These art deco inspired earrings bring architecture into jewellery: they’re a modern twist of the ziggurat architectural motif from the golden age of the Art deco movement.
Decorate your ears with simple but colourful pieces, perfect to wear during the day, while still keeping a touch of elegance.
Like they did during the Roaring Twenties, long drops earrings are perfect to decorate a bare neck.
The crackle and the natural jade stone pattern effects means every earring is completely unique, adding an extra individual touch to these handmade pieces.
- Drop including hook – 8.5cm (3.35 inches)
- Width – 2.5cm (0.98 inches)
- Weight: 5g per earring
- Main body – Acrylic
- Hook – Gold Vermeil 925 Sterling Silver
Please ensure you keep the items separate from other items of jewellery and that you keep the hooks protectors on, because the acrylic is delicate and can easily scratch. Each item comes in a premium black gift box. When selecting gift wrapping, a hand stamped cotton drawstring bag will also be added to the package.
Express your love for modern and geometric architecture and interiors by wearing these earrings.
The ‘Ziggurat’ design takes its inspiration from the ancient Ziggurats and the iconic ziggurat motif that was one of the great classic design elements of the Art Deco movement.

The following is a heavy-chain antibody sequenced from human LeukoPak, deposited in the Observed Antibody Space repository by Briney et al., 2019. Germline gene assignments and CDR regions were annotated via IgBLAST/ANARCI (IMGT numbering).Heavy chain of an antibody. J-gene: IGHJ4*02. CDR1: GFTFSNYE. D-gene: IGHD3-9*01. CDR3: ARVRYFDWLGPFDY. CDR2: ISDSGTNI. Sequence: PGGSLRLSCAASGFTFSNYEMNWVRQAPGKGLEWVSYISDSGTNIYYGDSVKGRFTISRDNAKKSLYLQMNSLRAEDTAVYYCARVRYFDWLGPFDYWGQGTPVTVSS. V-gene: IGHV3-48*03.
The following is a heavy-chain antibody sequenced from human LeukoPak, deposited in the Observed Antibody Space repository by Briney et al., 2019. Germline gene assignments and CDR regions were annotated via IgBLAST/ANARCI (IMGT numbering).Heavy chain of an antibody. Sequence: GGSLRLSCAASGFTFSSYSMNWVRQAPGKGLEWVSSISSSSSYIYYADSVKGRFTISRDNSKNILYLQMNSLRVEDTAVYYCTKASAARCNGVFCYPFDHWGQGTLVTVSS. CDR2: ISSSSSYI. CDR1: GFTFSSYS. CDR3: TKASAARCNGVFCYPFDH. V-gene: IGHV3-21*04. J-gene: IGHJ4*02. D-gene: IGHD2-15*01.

These earrings are for the modern woman who wants to make a statement by wearing bold, quirky, non traditional jewellery and make an affordable investment which won’t break the bank.
How it’s made
After a first phase of sometimes many drawings on paper, when I finally finalise the design, I then recreate it in Adobe Illustrator. I then prepare design files to be sent to the laser cut printer who carefully laser cuts each shape.
I then assemble each item with different jewellery findings and semi precious stones in my North London home studio.
The story behind these earrings
The earrings are inspired by the facade of Palais Stoclet in Brussels, a mansion designed by Josef Hoffman, a founder member of the Vienna Secession, a radical group of designers and artists established in 1897, for banker, industrialist and art lover Adolphe Stoclet between 1905 and 1911.
The building was designed to appear from the road as a stately city mansion. Seen from the garden at the back the Stoclet Palace “becomes a villa suburbana with its rear facade sculpturally modelled by bay windows, balconies and terraces” in the words of architectural historian Annette Freytag, which gave the Stoclet family a building with “all the advantages of a comfortable urban mansion and a country house at the same time.”
The building is an example of Gesamtkunstwerk, German word for “total work of art”, “synthesis of the arts”, “comprehensive artwork”, “all-embracing art form” or “total artwork” is a work of art that makes use of all or many art forms or strives to do so.